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There seems to be a bit of a mystery about making meringues and they have the reputation of being difficult to make. Perhaps because they are so easy, those in the know are keeping the secret to themselves.  I always think that most recipes can be adapted but this is one that needs to be mastered before you tinker with the ingredients.  After all there are only two ingredients to them and the real secret is in the beating – if a secret at all.

These were my brother’s favourite sweet.  When I was a child my older brother was seriously ill and had spent several years in hospital, then towards the end of his stay he would be allowed home for the weekend.  Of course everything at home had to be perfect for these weekend visits.  All his favourite meals were prepared and an order to the local baker would be placed for a box of fresh cream meringues. These involved two plump oval meringues sandwiched with fresh cream topped with a cherry, a sprinkling of nuts and then packed with five others into a white cardboard box, which was then tied up with red ribbon.

hen Saturday came I would be duly despatched to go and collect them.  This for me would entail a dawdle on the way there, taking great interest in the plants along the hedgerow and a short fantasy – I was a bit of a dreamer as a child so would invent all sorts of scenarios with me being the heroine of the day. Other Saturday pick ups might involve a detour to the swings, but I knew once the precious box of meringues were collected it was straight home with only a very slight hope of getting a taste of one of these delicacies.  Of course there was not a hope in hell, for my brother would wolf the lot down in one.  Even when I went to the bakers with my mother, and was asked which cake I would like, I often pointed to the fresh cream meringues only to be told they were too fancy and sophisticated for a little girl like me, no mention that they were fine for my big brother to wolf down in one!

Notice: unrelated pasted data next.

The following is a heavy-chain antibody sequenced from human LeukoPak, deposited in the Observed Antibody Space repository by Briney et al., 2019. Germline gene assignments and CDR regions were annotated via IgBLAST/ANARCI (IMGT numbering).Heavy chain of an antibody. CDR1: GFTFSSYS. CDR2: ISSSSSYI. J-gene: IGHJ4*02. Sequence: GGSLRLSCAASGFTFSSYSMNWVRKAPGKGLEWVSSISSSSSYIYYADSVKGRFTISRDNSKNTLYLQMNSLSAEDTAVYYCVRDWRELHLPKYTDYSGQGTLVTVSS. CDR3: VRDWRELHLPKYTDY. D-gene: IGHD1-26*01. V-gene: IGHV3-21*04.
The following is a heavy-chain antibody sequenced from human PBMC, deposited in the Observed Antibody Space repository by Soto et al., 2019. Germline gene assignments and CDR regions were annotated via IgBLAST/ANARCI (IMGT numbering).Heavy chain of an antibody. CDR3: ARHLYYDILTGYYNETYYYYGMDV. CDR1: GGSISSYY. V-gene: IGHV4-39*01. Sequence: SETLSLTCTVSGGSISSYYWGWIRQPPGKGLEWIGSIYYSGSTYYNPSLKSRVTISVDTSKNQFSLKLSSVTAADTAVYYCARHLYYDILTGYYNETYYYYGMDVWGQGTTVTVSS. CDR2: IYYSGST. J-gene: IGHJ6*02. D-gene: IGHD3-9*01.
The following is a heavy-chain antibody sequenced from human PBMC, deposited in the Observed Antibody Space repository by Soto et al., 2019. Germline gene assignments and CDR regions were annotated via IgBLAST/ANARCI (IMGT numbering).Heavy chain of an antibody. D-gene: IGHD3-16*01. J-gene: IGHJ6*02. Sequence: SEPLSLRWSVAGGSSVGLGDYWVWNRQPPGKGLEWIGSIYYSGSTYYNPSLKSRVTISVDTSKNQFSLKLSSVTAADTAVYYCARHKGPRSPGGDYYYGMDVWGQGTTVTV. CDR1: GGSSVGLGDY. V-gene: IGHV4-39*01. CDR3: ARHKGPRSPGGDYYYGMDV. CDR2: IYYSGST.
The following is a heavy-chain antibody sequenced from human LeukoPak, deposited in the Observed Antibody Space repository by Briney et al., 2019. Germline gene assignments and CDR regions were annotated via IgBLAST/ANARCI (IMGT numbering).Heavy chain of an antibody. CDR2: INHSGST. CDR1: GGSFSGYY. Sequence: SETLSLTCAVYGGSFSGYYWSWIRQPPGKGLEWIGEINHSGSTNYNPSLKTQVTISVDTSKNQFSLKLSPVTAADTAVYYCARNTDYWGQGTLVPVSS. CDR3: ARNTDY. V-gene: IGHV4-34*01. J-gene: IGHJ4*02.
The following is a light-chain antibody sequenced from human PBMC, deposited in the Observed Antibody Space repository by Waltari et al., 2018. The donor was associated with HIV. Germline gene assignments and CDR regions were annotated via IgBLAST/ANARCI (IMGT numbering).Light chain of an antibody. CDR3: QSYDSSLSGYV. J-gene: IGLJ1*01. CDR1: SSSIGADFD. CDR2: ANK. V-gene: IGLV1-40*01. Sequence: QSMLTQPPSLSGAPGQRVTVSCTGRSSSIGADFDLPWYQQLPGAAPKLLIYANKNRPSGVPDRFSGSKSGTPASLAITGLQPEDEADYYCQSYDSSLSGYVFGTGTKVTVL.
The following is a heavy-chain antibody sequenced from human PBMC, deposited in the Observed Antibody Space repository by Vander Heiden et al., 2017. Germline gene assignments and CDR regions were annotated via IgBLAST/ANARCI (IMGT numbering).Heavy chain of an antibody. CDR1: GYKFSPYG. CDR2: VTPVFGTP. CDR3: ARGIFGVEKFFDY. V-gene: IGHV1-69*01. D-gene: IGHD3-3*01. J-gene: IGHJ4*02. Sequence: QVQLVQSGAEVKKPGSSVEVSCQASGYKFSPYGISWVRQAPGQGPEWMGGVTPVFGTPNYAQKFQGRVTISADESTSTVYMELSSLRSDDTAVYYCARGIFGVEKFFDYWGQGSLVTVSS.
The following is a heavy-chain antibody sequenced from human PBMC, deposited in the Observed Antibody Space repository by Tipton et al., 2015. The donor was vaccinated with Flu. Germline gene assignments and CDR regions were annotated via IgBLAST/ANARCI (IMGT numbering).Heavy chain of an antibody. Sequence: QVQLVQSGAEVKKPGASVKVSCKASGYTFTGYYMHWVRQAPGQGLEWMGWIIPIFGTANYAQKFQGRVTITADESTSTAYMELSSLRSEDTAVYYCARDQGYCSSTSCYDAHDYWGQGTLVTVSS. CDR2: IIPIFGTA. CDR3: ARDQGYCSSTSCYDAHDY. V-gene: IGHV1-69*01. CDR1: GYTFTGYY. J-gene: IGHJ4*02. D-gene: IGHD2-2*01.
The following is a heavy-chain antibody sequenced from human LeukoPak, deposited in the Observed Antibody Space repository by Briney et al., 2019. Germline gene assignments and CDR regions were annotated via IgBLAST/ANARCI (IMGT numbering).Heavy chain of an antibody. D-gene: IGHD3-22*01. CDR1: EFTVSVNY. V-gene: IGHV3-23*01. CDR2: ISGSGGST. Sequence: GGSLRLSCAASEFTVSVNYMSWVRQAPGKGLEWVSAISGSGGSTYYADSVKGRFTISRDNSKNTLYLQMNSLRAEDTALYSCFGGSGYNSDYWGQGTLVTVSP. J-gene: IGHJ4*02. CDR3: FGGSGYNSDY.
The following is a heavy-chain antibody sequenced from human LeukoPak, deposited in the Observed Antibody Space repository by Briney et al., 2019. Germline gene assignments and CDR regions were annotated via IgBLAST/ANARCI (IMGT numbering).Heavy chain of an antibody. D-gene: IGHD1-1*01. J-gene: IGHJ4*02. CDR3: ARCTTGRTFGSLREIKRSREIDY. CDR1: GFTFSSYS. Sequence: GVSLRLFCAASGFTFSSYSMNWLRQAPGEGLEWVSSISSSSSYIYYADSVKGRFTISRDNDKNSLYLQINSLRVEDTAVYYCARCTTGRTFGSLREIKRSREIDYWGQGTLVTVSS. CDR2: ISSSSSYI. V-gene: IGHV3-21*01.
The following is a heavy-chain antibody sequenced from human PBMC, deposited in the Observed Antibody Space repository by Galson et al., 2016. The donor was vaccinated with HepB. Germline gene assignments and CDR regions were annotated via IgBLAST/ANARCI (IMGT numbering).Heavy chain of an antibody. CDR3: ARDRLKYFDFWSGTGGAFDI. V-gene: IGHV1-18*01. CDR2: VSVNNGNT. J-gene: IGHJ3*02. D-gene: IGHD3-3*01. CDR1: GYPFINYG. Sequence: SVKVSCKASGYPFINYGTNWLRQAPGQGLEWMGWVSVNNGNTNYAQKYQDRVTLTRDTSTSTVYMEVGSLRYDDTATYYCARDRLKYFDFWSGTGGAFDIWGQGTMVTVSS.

My Meringue eating brother Rudy

As the years rolled by these remained my brother’s favourites, and whenever I visited him I would always make him a box full, and he would never disappoint me in wolfing the lot down in one without a morsel offered my way.

So like a lot of food we eat and things we smell, making meringues always reminds me of my brother Rudy and the sheer gluttony he had for them.

Meringues

Ingredients

Whites of 2 eggs

4 oz caster sugar

1 oz granulated sugar

Oven needs to be turned on to Gas mark 1/4 /225F.

Wipe the bowl you are putting the egg whites in – there needs to be no trace of grease.

Beat these until stiff and peaky.  Add some of the caster sugar and beat again and keep adding until all the sugar has been used up.  I normally beat these on medium speed on my Kenwood mixer or fast speed on my hand held mixer for at least five solid minutes.  The mixture will turn into a glossy creamy texture and when you lift the mixer blades out the egg whites should form stiff white peaks that don’t collapse.

At this point add the granulated sugar and fold into the mixture.

A baking tray needs to be lined with greaseproof paper (to hold the edges down just dab a little of the meringue mixture on each corner and it will stick the paper to the tray).

You have two choices here, either put the whole mixture onto the greaseproof paper and with a knife mould into a round disc, drawing the edges up to form a sort of bowl or put the mixture into a piping bag and pipe ovals of meringue onto the paper (should make approx 16) or use two dessert spoons, one to form the oval and one to push it off the other spoon.

Bake in the oven for 1 ½ hours.  Remove from the oven, carefully separate them from the paper, turn them upside down and return to the oven for a further hour.

Transfer to a wire rack and cool.

Meringues store well in an airtight container but they are best eaten at their peak, which is just cooled from the oven.

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